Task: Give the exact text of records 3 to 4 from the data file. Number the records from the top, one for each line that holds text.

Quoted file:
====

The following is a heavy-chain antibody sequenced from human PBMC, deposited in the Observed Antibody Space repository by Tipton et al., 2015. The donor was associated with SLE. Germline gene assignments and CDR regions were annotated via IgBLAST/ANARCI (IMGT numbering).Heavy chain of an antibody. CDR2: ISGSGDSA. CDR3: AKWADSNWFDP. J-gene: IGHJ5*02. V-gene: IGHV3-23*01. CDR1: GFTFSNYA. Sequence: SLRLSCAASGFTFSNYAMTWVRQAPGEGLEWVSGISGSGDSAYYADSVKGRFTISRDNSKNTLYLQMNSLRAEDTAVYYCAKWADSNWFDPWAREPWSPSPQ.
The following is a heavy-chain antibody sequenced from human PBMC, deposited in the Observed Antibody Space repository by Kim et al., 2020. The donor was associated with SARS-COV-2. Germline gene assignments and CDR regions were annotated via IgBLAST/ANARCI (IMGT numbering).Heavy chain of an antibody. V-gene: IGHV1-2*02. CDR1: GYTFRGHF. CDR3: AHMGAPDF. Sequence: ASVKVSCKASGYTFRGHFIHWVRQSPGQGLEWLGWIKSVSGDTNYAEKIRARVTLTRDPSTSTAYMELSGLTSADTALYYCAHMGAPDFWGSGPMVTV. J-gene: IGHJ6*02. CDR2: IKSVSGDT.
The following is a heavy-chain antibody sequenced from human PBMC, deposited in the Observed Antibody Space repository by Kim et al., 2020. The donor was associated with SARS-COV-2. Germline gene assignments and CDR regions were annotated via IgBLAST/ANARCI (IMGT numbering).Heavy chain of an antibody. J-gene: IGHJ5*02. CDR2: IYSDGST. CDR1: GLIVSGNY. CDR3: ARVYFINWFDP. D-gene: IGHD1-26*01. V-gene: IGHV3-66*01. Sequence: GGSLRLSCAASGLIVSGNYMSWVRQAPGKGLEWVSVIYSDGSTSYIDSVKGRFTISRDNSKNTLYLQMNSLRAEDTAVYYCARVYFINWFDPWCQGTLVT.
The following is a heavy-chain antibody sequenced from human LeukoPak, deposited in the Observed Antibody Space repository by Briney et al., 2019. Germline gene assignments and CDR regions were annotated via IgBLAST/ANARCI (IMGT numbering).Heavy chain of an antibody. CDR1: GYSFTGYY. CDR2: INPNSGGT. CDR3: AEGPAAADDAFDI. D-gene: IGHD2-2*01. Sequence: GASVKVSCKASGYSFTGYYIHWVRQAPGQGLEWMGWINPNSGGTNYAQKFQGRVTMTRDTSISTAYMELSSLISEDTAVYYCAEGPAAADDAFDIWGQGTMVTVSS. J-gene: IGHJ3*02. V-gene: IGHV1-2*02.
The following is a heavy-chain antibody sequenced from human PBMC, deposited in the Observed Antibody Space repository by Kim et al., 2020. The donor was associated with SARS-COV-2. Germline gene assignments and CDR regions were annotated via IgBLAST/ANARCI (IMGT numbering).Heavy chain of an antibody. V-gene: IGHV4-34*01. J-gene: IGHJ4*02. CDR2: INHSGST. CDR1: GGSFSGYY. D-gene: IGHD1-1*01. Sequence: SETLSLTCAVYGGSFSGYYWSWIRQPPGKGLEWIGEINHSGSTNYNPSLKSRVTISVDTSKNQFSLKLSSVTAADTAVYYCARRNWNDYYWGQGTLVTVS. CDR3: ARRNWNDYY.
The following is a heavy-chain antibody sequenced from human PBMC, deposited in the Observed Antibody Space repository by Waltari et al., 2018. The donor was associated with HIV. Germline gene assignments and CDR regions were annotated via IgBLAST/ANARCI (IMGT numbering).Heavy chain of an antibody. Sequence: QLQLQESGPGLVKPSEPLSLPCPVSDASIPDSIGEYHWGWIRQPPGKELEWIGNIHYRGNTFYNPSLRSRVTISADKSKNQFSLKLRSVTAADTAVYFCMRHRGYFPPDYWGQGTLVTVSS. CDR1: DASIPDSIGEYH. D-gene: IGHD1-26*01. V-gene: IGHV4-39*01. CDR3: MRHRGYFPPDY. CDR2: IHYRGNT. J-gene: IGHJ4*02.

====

The following is a heavy-chain antibody sequenced from human PBMC, deposited in the Observed Antibody Space repository by Kim et al., 2020. The donor was associated with SARS-COV-2. Germline gene assignments and CDR regions were annotated via IgBLAST/ANARCI (IMGT numbering).Heavy chain of an antibody. J-gene: IGHJ5*02. CDR2: IYSDGST. CDR1: GLIVSGNY. CDR3: ARVYFINWFDP. D-gene: IGHD1-26*01. V-gene: IGHV3-66*01. Sequence: GGSLRLSCAASGLIVSGNYMSWVRQAPGKGLEWVSVIYSDGSTSYIDSVKGRFTISRDNSKNTLYLQMNSLRAEDTAVYYCARVYFINWFDPWCQGTLVT.
The following is a heavy-chain antibody sequenced from human LeukoPak, deposited in the Observed Antibody Space repository by Briney et al., 2019. Germline gene assignments and CDR regions were annotated via IgBLAST/ANARCI (IMGT numbering).Heavy chain of an antibody. CDR1: GYSFTGYY. CDR2: INPNSGGT. CDR3: AEGPAAADDAFDI. D-gene: IGHD2-2*01. Sequence: GASVKVSCKASGYSFTGYYIHWVRQAPGQGLEWMGWINPNSGGTNYAQKFQGRVTMTRDTSISTAYMELSSLISEDTAVYYCAEGPAAADDAFDIWGQGTMVTVSS. J-gene: IGHJ3*02. V-gene: IGHV1-2*02.